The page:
You’re prone to cancer if you live in one of these areas

by: Dr. Victor Marchione | Cancer | Wednesday, June 25, 2014 – 06 a.m.


cancer, heart disease, cancer Most of us know that there are certain risk factors associated with cancer. Smoking, on the one hand is linked to an increased risk of lung cancer, while the use of tanning beds increases the risk of skin cancer.

However, a new study now suggests that poverty may have something to do with certain types of cancer, too.

Now there is even more to worry about when you have money problems.

The research, led by Dr. Francisco Boscoe Cancer Registry New York State recently examined the relationship between socioeconomic status and development of certain cancers. The findings were published in the journal Cancer .

Data collection incidence of cancer of the Association of Cancer Registries Central North America, researchers identified nearly 3 million people in the United States – whose tumors were diagnosed between 2005 and 2009. Then, participants were divided into four different groups based on their level of poverty at the time of their cancer diagnosis.

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poorest areas in the US related cancer

Your health may depend on where you live (and finances). After a thorough examination, researchers found that cancers linked to areas that are poorer have a lower incidence rate but higher mortality rate.

Cancers associated with richer areas have a higher incidence rate, but lower mortality rate.

The researchers found that 32 of the 39 cancers are closely associated with poverty. Fourteen were more prevalent in very poor areas, while 18 were more common in areas with low poverty. For example, cancers, such as those affecting the liver, penis, cervix and larynx were more widespread in the poorest areas. Other cancers, including certain types of skin cancer were more likely to develop in the most favored regions.

“When it comes to cancer, the poor are more likely to die of the disease, while the rich are more likely to die with the disease,” Boscoe Medical News Today said.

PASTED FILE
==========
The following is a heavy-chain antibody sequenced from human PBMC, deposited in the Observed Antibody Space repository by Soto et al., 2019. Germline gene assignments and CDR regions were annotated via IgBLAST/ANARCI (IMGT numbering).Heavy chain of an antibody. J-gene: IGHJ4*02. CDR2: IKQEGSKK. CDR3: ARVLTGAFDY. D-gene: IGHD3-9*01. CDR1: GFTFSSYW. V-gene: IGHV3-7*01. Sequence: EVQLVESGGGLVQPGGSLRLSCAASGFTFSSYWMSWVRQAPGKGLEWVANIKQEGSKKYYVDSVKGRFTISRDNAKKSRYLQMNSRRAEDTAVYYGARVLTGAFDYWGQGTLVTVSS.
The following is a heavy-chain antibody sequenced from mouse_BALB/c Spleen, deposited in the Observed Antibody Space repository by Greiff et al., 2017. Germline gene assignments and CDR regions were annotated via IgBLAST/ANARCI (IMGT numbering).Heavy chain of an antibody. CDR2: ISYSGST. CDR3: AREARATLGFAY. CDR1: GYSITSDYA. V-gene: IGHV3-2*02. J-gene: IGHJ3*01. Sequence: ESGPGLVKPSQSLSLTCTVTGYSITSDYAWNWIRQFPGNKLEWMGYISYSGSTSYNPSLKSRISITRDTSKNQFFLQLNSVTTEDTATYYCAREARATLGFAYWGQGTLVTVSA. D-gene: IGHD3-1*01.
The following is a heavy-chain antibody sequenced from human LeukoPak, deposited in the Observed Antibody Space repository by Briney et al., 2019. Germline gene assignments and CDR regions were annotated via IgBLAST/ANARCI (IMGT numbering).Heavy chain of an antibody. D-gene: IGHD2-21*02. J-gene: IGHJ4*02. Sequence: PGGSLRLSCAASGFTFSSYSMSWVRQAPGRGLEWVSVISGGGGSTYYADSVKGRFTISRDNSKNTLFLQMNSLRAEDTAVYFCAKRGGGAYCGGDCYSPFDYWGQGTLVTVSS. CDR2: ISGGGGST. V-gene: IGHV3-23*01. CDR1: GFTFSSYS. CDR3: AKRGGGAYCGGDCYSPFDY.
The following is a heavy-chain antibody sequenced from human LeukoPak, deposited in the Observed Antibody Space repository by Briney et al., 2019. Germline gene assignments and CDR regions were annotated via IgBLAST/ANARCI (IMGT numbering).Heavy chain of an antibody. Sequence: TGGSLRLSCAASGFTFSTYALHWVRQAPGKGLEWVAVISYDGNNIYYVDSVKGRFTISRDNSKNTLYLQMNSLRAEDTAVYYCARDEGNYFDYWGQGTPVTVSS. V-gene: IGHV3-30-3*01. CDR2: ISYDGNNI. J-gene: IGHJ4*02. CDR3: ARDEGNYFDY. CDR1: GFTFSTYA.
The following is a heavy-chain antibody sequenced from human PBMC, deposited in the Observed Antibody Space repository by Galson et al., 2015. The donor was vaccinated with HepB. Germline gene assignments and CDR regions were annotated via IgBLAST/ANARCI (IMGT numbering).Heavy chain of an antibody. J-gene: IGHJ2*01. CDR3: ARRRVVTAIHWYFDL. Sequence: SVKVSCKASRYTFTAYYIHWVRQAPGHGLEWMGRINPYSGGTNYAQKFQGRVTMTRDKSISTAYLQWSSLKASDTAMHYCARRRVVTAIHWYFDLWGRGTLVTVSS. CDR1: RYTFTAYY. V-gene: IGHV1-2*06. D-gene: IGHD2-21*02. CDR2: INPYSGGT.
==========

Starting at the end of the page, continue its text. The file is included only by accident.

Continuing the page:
“We have presented our knowledge it is the most comprehensive assessment of the relationship between socioeconomic status and cancer incidence for the U.S.”

Previous studies have made the connection between socioeconomic status and development of other health problems. In 2011, for example, Medical News Today reported the research university of California at Davis, which showed that people with lower incomes are 50 percent more likely to develop heart disease during their lifetime.

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Race, economy and deaths related to cancer

That same year, the American cancer Society (ACS) examined how race and cancer of influence economy. He concluded that if the mortality rates of the most educated non-Hispanic whites to everyone applied between the ages of 25 and 64 years, the number of cancer deaths in this age group could actually be reduced to by 37 percent.

And among African Americans aged 25 to 64, there were more than 12,700 cancer deaths in men and 11,850 cancer deaths in women back in 2007. By getting rid of income disparities among African Americans, both as 10,000 cancer deaths could be prevented, according to the ACS.

But these findings help to better highlight the socioeconomic status as a risk factor for cancer. So when it comes to national cancer surveillance, not only there may be more recognition of poverty in the future.


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